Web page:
Monday, February 1

Subtle Differences in Language: Men

Since I started this new story, I've been thinking a lot more about what makes a character different from other characters. I'm not necessarily talking about what makes them memorable-- though that is important too! No, I'm talking more about what makes them simply unique within the story. It's no good having a hero and a heroine who act the exact same or sound the exact same. Not only is it boring to read, but it's also difficult to discern who is having that thought or who is talking. As we all know, confusing your readers is a huge no-no and will earn you a slap on the hand.

However, through my numerous years of devouring books, I've noticed that this is still a widespread issue. Due to this, I've decided to do a series of posts, each one geared towards helping your characters stand out. This is by no means an official guide. It's just my thoughts on the subject.

For today's post I will be focusing on how you can make your character actually sound like their gender. Specifically, I will be focusing on how to make your male characters sound like men.

First, the most important thing to remember is that men do not talk like women. This is one of the biggest issues I come across while reading. More often than not, male characters sound too feminine to be realistic. It drives me insane.

Here are a number of ways you could fix this:

  1. Listen very carefully to how men talk. This is easy, since you can do this absolutely anywhere-- it doesn't need to be someone you actually know. Some things to make note of: Do they drop certain words from their sentences to make them shorter? What sort of words do they use to describe things? Do they curse differently than women? Do they curse more often? Keep these sorts of questions in your mind while listening in. Coming up with a list of things you want to know will also help you.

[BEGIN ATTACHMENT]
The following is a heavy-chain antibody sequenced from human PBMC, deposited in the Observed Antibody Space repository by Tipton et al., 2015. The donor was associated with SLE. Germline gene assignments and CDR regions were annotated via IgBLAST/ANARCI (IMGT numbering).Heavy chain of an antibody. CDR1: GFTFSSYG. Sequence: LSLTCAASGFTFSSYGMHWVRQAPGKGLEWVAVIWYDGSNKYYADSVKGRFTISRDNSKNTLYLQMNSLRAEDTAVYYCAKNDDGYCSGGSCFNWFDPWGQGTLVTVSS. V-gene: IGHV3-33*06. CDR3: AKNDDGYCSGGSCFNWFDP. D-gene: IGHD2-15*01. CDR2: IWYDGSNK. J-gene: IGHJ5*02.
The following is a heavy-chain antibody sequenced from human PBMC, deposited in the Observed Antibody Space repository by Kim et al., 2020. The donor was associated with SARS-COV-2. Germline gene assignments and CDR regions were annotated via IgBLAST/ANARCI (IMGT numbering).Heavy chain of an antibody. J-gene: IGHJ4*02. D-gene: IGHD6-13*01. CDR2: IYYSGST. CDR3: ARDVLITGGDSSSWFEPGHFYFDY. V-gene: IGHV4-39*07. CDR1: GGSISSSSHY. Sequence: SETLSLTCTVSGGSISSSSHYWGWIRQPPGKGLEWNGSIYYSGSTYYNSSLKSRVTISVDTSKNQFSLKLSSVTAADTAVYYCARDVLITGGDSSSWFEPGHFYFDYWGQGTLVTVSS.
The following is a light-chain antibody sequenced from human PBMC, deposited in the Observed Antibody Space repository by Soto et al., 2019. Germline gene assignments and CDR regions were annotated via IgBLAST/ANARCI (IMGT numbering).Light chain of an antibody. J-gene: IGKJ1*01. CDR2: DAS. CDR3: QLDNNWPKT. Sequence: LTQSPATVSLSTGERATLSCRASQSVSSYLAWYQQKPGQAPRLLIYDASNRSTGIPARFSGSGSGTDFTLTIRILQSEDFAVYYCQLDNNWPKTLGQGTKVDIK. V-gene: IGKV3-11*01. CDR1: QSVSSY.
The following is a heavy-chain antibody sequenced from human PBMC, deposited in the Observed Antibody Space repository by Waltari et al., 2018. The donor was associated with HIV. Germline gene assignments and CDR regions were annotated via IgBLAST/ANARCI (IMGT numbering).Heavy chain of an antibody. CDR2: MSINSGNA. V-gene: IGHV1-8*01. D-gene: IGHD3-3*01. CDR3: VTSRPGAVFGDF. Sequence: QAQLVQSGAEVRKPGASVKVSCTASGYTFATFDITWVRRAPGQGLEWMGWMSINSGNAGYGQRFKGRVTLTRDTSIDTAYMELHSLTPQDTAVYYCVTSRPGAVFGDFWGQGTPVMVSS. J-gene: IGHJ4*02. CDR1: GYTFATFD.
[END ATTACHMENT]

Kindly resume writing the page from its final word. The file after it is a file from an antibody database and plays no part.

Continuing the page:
2. Have a man read your story and ask them if they would ever, EVER say that. More often than not they'll be blunt and tell you the truth.

  3. Have a man read the story out loud. Simply sit back and listen to how he phrases things. If it sounds natural to him, you're good to go. If there is a lot of stumbling or awkward pauses, chances are it's too feminine.

  4. If a specific word is too feminine but you can't think of how a man would say it, than ask a guy for synonyms to that word. I guarantee you that the first couple of words he comes up with will be 10 times better than the original, since it's coming straight from the mind of an actual man, LOL. This technique works quite well for me. At times I get stuck with what I want my hero Rochester to say, and what he would actually say. This is where my dad comes in quite handy. Most of the time he doesn't even realize he's helped me, (thanks dad!)

  5. Men think differently than women, so you have to think in a different way. I know this is difficult for us girls, who often have a billion and ten things running through out minds, but for the most part men think very simply-- not being mean here. Men will not have long-winded debates with themselves, or their friends. Yes they will have debates, but more often than not their debates can be answered with a simple yes or no, while ours cannot be. This is not always the rule, but it's handy to keep in mind.

  6. If you're still having troubles getting your male characters to sound like men, pick up any of J.R. Ward's books. She has some of the best male voices out there today.

  7. Another option is to watch a movie with very manly guys in it.
Other things to keep in mind:
  1. Men are blunt. Even the nice, charming ones are generally blunt beneath all that shiny veneer. Remember, with internal dialogue, he's likely to be even more blunt.

  2. Men speak in little catch phrases, often for descriptive purposes. Find something that you think works for your character, and then test it out how we discussed above.